A viral challenge online has started to pique the interest of students in Saskatchewan.
Tammy Wagner, a social worker with the Prairie Valley School Division, said she’s heard of kids talking about the Tide pod challenge and what teens are seeing people do with the laundry pods — which have nothing to do with cleaning clothes.
“We’ve heard lots of teenagers talking about what would happen if they ate a Tide pod,” Wager said. “Just talking about the posts that are going viral (like) baking pizza’s with Tide pods (and) taking pictures of Tide pods in your mouth.”
It’s unknown where or when the challenge started in the United States. People of all ages have taken to social media to try different things with the laundry pods, such as placing one in your mouth to see how long it’ll last before your saliva breaks the pod.
Wagner believes the company itself has done a good job of putting out information that the pods are dangerous and not meant to be eaten. However, she said that she’s heard teenagers talk about how the pods look “yummy.”
“They’re colourful, they almost look like a gusher because they have a gel inside of them but again, teens aren’t aware that those chemicals inside would burn their throat if they were to ingest it.”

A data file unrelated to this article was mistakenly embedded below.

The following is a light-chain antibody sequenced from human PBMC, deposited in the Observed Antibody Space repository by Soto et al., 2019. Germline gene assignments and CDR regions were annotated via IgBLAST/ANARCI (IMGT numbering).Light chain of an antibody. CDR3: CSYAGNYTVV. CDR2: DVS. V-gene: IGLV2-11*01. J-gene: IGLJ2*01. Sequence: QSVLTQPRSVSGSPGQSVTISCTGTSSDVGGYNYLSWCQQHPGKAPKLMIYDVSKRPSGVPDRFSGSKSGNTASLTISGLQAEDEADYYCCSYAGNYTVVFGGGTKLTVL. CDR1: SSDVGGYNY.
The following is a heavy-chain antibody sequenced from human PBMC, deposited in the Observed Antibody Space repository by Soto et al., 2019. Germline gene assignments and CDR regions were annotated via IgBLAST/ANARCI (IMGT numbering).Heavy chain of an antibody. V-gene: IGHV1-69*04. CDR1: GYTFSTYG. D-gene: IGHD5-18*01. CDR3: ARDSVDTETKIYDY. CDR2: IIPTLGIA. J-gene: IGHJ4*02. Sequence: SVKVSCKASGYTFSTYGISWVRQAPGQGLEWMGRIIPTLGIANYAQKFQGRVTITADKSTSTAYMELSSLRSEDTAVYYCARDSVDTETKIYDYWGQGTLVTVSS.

As for what age range is taking interest in the challenge, Wagner said any child with access to the internet and social media could have seen or read about it. She added it’s a good idea to have a conversation with your kids about the dangerous fad and it’s best to state the facts.
“I think young children probably think it’s funny where adolescents are maybe thinking it’s funny but also seeing other adolescents trying it so they might want to actually try it,” she said. “Just having a discussion about the negatives because — social media never posts that information — would be helpful for kids to know the full story.
Health Canada has a link on their website which provides information on the dangers of laundry detergent packets.
— With files from the 980 CJME Morning Show.